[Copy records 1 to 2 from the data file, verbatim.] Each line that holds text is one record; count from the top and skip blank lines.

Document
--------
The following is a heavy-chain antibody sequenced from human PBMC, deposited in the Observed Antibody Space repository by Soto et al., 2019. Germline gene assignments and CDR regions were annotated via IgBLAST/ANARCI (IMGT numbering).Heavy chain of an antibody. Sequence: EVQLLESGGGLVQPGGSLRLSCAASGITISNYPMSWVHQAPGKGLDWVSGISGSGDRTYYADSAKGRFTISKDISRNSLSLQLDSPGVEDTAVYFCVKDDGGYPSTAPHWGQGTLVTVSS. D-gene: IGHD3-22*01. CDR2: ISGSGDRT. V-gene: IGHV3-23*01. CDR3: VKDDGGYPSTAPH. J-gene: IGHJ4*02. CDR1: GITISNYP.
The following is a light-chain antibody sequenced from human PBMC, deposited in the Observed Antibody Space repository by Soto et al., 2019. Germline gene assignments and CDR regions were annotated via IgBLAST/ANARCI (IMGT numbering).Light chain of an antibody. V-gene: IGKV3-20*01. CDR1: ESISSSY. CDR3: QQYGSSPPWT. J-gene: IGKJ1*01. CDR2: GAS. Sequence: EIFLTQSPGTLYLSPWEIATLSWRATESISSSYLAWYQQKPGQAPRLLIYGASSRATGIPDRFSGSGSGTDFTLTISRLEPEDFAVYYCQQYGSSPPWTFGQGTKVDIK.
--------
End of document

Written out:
The following is a heavy-chain antibody sequenced from human PBMC, deposited in the Observed Antibody Space repository by Soto et al., 2019. Germline gene assignments and CDR regions were annotated via IgBLAST/ANARCI (IMGT numbering).Heavy chain of an antibody. Sequence: EVQLLESGGGLVQPGGSLRLSCAASGITISNYPMSWVHQAPGKGLDWVSGISGSGDRTYYADSAKGRFTISKDISRNSLSLQLDSPGVEDTAVYFCVKDDGGYPSTAPHWGQGTLVTVSS. D-gene: IGHD3-22*01. CDR2: ISGSGDRT. V-gene: IGHV3-23*01. CDR3: VKDDGGYPSTAPH. J-gene: IGHJ4*02. CDR1: GITISNYP.
The following is a light-chain antibody sequenced from human PBMC, deposited in the Observed Antibody Space repository by Soto et al., 2019. Germline gene assignments and CDR regions were annotated via IgBLAST/ANARCI (IMGT numbering).Light chain of an antibody. V-gene: IGKV3-20*01. CDR1: ESISSSY. CDR3: QQYGSSPPWT. J-gene: IGKJ1*01. CDR2: GAS. Sequence: EIFLTQSPGTLYLSPWEIATLSWRATESISSSYLAWYQQKPGQAPRLLIYGASSRATGIPDRFSGSGSGTDFTLTISRLEPEDFAVYYCQQYGSSPPWTFGQGTKVDIK.